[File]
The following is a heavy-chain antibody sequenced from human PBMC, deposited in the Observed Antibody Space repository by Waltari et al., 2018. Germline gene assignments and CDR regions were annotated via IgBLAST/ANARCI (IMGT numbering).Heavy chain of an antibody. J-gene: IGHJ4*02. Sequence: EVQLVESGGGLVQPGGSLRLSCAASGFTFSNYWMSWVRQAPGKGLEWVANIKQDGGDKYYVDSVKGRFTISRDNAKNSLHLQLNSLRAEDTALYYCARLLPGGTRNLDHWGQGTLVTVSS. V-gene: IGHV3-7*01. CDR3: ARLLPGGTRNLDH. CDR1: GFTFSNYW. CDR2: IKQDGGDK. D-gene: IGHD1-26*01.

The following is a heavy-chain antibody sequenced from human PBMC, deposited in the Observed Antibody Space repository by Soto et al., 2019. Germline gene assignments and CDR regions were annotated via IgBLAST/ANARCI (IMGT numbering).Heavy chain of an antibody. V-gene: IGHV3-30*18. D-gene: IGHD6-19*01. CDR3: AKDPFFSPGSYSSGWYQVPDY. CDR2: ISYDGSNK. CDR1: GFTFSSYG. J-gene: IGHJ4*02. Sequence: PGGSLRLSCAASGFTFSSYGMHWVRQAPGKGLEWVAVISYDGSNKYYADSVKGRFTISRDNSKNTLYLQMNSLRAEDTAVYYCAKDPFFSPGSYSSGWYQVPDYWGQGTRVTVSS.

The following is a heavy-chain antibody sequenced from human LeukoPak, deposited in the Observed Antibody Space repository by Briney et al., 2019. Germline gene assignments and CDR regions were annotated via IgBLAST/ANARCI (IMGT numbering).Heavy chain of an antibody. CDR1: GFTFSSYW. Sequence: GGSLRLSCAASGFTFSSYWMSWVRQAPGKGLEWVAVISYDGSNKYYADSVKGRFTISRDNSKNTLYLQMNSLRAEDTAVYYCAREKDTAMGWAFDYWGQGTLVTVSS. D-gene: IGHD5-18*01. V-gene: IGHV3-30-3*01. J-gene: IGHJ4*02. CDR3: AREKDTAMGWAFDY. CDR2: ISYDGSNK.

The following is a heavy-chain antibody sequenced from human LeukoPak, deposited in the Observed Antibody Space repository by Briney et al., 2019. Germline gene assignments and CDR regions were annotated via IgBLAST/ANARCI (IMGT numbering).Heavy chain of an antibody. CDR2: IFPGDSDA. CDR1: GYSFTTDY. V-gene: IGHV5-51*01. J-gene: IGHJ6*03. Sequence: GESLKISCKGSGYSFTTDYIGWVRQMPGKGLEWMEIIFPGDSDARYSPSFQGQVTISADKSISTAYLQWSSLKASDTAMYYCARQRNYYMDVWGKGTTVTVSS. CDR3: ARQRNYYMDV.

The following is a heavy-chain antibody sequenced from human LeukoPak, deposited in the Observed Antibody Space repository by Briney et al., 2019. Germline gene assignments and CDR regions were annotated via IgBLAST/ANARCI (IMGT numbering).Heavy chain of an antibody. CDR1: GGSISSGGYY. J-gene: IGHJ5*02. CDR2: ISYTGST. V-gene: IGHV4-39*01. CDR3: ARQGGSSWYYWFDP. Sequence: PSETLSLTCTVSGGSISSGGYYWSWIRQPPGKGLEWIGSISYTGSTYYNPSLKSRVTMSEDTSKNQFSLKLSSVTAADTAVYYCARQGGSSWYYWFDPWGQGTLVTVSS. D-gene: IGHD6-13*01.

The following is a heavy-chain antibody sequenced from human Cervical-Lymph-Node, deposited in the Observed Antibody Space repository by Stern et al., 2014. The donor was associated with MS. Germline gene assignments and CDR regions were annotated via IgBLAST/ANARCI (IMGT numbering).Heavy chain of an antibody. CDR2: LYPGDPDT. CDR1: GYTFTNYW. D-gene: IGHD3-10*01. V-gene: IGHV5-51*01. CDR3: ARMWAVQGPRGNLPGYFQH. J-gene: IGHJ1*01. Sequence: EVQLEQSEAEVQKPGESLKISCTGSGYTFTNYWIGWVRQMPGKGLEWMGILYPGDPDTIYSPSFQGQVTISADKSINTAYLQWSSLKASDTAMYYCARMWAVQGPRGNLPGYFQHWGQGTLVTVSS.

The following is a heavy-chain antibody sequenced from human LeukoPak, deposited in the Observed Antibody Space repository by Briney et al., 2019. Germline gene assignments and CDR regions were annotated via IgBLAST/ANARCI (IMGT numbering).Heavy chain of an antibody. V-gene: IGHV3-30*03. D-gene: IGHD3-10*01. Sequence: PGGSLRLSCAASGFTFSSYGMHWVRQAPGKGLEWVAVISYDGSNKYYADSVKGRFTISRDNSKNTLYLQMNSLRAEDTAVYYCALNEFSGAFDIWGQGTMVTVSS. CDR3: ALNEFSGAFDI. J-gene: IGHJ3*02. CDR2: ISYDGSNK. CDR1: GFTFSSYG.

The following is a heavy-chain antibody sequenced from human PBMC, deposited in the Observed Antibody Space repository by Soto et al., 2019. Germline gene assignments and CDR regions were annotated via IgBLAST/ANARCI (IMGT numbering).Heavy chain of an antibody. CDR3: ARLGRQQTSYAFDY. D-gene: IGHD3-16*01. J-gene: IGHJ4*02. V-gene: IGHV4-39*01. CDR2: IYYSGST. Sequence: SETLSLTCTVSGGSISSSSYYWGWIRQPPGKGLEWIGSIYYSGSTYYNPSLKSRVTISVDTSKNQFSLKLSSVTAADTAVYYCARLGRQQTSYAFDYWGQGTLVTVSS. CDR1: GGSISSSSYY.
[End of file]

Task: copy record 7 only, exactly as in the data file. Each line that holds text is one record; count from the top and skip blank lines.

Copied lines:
The following is a heavy-chain antibody sequenced from human LeukoPak, deposited in the Observed Antibody Space repository by Briney et al., 2019. Germline gene assignments and CDR regions were annotated via IgBLAST/ANARCI (IMGT numbering).Heavy chain of an antibody. V-gene: IGHV3-30*03. D-gene: IGHD3-10*01. Sequence: PGGSLRLSCAASGFTFSSYGMHWVRQAPGKGLEWVAVISYDGSNKYYADSVKGRFTISRDNSKNTLYLQMNSLRAEDTAVYYCALNEFSGAFDIWGQGTMVTVSS. CDR3: ALNEFSGAFDI. J-gene: IGHJ3*02. CDR2: ISYDGSNK. CDR1: GFTFSSYG.